I’m working on the layout for a few pages in a fabric book. They’re still in the beginning stages, for the most part. I haven’t yet added the text, but thought I’d post a few pictures to reassure myself that I’ve actually been doing something.
The book will be bound in a Coptic style of binding (for some really fun possibilities in coptic binding, check out this link). Anyway, here are the pages for the Walking in Search of… book that I’m working on. Not all will open to a full spread; some will be divided due to folds during final assembly. The closed book will measure 5 1/2 inches square.
These are aspen with tea-dyed writing spaces :
This one is birches and the spaces left for text will be painted and inked to have the texture of bark after they’ve been written on:
This next one is a trial run for a technique plan to use to construct a picture of local barrens (or moors, for you folks in the UK) in autumn, when everything is a blaze of light and colour. Technique for making this follows:
The groupings of shrubs were made with Solvy heavyweight water-soluble stabiliser and tulle as the foundation. I sandwiched the tulle between two layers of stabiliser. I generally don’t use a hoop for this sort of thing.
I stitch swirls and curls to stabilise things initially:
Then I fill the area in with assorted threads, switching periodically and bunching colour in certain areas. In this case I used a zig-zag stitch to fill things in. Sometimes I use a straight stitch and continue stitching swirls and loops of various sizes and colours, overlapping. Depends entirely on the effect desired.
More colours added, followed by the stitching in of branches. This puts the branches in the middle of the bush. If you start with the branches and only stitch on top of them, there are no leaves behind the branches. Work back to front.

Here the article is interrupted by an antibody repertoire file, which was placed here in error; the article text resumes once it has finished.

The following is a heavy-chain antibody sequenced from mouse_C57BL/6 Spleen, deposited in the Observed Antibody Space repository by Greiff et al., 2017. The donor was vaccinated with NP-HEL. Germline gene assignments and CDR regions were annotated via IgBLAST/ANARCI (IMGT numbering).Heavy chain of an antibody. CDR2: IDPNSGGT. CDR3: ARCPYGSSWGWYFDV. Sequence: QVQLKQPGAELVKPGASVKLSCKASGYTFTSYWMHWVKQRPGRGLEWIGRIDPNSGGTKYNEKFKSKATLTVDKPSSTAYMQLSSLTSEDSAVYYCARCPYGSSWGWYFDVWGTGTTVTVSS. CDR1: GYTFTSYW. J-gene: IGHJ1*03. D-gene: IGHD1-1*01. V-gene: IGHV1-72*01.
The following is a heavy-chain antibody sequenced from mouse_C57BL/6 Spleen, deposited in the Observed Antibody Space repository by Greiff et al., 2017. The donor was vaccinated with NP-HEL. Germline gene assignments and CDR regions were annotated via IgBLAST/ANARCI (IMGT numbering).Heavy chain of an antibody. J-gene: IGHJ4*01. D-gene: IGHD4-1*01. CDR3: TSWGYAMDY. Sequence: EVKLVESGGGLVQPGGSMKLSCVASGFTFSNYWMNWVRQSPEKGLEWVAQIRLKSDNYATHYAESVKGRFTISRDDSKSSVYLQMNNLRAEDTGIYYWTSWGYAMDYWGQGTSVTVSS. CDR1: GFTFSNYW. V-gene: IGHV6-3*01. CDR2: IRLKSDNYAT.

After you’ve stitched to satisfaction, trim the stabiliser and tulle close to the stitching and throw it into a sink of warm water. Leave it for 20 minutes or so, then swish it around, change the water and leave it for another ten or more. When it’s no longer sticky with partially dissolved stabiliser, pat dry with a towel and iron face-down on medium with a pressing cloth between the iron and stitchery.
I’ve appliquéd these in many ways, but have found the most satisfactory to be adding them either by hand after quilting or by machine before. You can also appliquilt them.
This next page is a dawn seen through the screen of the tent (painted cheesecloth). I’m going to add some embellishment and stitching by hand eventually…
Iceberg page. Still working on how to do ice pans in some way…
These are meant to be reminiscent of the islands in Tors Cove, Newfoundland, along the East Coast Trail:
Two of the other things I’m working on at present are Sea Stacks, which is still in the early contruction stage. Lots left to do here, but it’s amazing how quickly the basic tone for an image can be set. This is composed entirely of hand-painted fabrics and currently measures 30″x30″:
“Ferryland in Winter” has a completed layout and a start made on fabric selection (sky and ocean are hand-painted). It currently measures roughly 32″x34″. I’ll post as things progress:
So that’s what I’m working through just now. I’m sure it’ll change in a day or two…
7 Comments Add yours
Some really interesting images you have there and what a lot of work !!!
Well you certainly seem to be working hard. The sheer volume of work took my breath away. I love your painted sky! In fact I was impressed altogether!
Wow! “Actually doing something” indeed!
Vicky, I think your work is incredible.
Wow Vicky—that journal is going to be stunning! Love the idea of the spaces for text—have had to work my little bits around, as i don’t plan for that–my words come later :}
Your tree journal is awesome. You do wonderful work. Thanks for sharing your techniques and for your in depth post on how you can work through a piece.
Your work looks wonderful. Thanks for detailing your techniques. As a beginner I find it to be really helpful to see how others create images for their work. Amy http://considerthisquilts.blogspot.com/
wonderful work. you are really prolific.